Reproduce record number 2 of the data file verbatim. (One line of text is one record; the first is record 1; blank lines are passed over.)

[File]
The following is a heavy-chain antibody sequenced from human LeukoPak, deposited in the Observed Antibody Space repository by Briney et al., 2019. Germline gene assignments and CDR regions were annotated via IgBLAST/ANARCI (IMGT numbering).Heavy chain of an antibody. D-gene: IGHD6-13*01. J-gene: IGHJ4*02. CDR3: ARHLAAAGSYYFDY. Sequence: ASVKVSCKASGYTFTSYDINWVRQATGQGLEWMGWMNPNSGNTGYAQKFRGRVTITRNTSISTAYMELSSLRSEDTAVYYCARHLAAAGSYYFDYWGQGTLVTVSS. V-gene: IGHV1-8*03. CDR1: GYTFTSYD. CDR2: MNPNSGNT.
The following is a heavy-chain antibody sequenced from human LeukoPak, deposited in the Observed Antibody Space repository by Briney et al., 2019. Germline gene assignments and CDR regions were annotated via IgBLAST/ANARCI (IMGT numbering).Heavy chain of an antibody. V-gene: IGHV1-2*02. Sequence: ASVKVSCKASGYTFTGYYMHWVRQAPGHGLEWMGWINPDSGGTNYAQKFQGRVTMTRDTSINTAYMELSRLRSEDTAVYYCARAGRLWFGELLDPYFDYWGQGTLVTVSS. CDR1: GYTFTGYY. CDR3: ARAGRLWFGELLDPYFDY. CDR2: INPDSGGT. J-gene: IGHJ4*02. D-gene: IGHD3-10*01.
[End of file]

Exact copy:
The following is a heavy-chain antibody sequenced from human LeukoPak, deposited in the Observed Antibody Space repository by Briney et al., 2019. Germline gene assignments and CDR regions were annotated via IgBLAST/ANARCI (IMGT numbering).Heavy chain of an antibody. V-gene: IGHV1-2*02. Sequence: ASVKVSCKASGYTFTGYYMHWVRQAPGHGLEWMGWINPDSGGTNYAQKFQGRVTMTRDTSINTAYMELSRLRSEDTAVYYCARAGRLWFGELLDPYFDYWGQGTLVTVSS. CDR1: GYTFTGYY. CDR3: ARAGRLWFGELLDPYFDY. CDR2: INPDSGGT. J-gene: IGHJ4*02. D-gene: IGHD3-10*01.